How John Derbyshire Perceived Racial Attitudes at National Review

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Older readers doubted the races could get along, younger ones found that offensive, and editors struggled to square the circle, he once said.

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National Review Media Kit

Now that National Review is "parting ways" with John Derbyshire, a longtime contributing editor who "reaped the whirlwind" for publishing elsewhere an indisputably racist essay, observers like my colleague Ta-Nehisi Coates are pointing out that he has self-described as a "mild and tolerant racist" for a long time. Says Adam Serwer, "I don't really understand why Derb was fired now. He has always been this person." Derbyshire's latest is especially incendiary; it's also perfectly consistent with the his long held, purportedly well-intentioned, wrongheaded, repugnant views. How did he last so long at NR? The man himself had a theory. In a 2003 interview, Derbyshire was asked about the magazine and its attitudes. NR generally permits a surprisingly broad range of views to be aired, he said, but racial matters were different:

Any magazine that has been around for 48 years must face the problem that a lot of its most dedicated and loyal readership is rather old. The magazine needs to keep the loyalty of these readers for reasons both moral and financial; yet it must also be constantly trying to get new readers - the younger the better, so that they too will get the NR habit and join the long-term core readership. In America today this is a difficult balancing act, because very fundamental shifts of outlook have occurred in the past 48 years, among conservatives as much as - perhaps even more than - elsewhere. I frequently meet college students who tell me they are conservative, who have all the attributes of what seems to me a broadly conservative outlook on life and society, who want to read conservative publications... yet who have a deep dislike of many of the topics - not just the point of view, the actual topics - that interest older readers.

This shows up most especially in the area of race, and the penumbra of issues - immigration, for instance, or crime-fighting - that are associated with it. The kind of thoughtful and intelligent young people that NR would like to have as readers understand that there are problems and absurdities connected with race in our public life, and are happy to hear arguments pro and con about racial profiling, affirmative action, and so on. They laugh with us when we lampoon the more outrageous kind of black race hustler - a Sharpton, a Farrakhan, a Johnny Cochran. They are, however, determined to make the multiracial society work, they believe it can be made to work in spite of the hustlers and liberal guilt-mongers, and they are unwilling to read, say, or think anything that could be construed as unkind towards people of other races. The pessimism and cynicism on this topic that you rather commonly find among conservatives - including NR readers - born in 1930, or even 1950, are profoundly unappetizing to these younger conservatives. The editors of the magazine have to square this circle, and it ain't easy.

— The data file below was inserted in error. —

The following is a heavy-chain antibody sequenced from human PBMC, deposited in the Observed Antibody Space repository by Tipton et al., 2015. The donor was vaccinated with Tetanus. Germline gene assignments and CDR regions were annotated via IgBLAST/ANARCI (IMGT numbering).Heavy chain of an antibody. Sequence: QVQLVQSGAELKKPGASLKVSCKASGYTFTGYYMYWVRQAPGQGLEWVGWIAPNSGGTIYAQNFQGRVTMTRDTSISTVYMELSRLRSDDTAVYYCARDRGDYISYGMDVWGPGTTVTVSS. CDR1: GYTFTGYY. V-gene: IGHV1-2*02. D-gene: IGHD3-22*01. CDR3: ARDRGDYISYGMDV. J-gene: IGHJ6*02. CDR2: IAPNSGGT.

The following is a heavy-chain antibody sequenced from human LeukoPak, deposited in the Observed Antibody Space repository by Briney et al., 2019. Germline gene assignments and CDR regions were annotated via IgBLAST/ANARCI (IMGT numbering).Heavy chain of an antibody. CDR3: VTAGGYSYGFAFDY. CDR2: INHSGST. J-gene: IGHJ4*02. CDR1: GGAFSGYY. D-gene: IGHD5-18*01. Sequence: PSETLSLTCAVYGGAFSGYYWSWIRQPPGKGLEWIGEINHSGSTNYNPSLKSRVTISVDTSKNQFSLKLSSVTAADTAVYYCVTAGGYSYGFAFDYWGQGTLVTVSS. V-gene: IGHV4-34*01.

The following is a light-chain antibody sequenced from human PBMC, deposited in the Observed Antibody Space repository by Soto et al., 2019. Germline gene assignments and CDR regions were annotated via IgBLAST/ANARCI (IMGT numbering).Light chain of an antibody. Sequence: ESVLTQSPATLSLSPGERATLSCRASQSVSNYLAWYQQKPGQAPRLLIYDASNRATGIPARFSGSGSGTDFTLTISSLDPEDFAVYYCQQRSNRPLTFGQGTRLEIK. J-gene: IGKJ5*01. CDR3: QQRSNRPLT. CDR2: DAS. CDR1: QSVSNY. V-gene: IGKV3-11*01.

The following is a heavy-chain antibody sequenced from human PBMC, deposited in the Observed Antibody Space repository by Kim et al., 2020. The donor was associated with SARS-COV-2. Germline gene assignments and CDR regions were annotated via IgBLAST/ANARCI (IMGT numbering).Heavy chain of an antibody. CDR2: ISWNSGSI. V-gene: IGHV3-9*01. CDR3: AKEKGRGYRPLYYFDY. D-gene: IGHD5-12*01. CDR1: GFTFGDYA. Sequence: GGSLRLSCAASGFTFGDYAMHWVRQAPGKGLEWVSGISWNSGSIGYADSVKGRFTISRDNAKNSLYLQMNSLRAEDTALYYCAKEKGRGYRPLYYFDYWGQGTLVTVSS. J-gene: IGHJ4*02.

There isn't any way to know for sure whether Derbyshire's analysis was shared by higher-ups at National Review. What this account does provide is a window into the mind of one longtime contributor and his assumptions about the nature of the magazine for which he was regularly writing.

It's heartening that Derbyshire saw, in the younger generation of conservatives, a determination to make a multiracial society work. It is unsettling that a longtime contributor plugged in enough to hobnob on the National Review cruise perceived himself to be writing for a subscriber base of which a significant part wasn't determined to make a multiracial society work.

What's the alternative?

Perhaps that retrograde faction is inevitable when a magazine transitions (with much of America) from unapologetically segregationist to horrified at having been so in the space of a generation. That overdue evolution showed the limits of "standing athwart history yelling stop." So it goes today. Parting ways with Derbyshire isn't going to do anything to improve race relations in America. But it has brought National Review a step closer to relying on the younger rather than the older generation of conservatives. On subjects related to race that's a very good thing.

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Conor Friedersdorf is a staff writer at The Atlantic, where he focuses on politics and national affairs. He lives in Venice, California, and is the founding editor of The Best of Journalism, a newsletter devoted to exceptional nonfiction.

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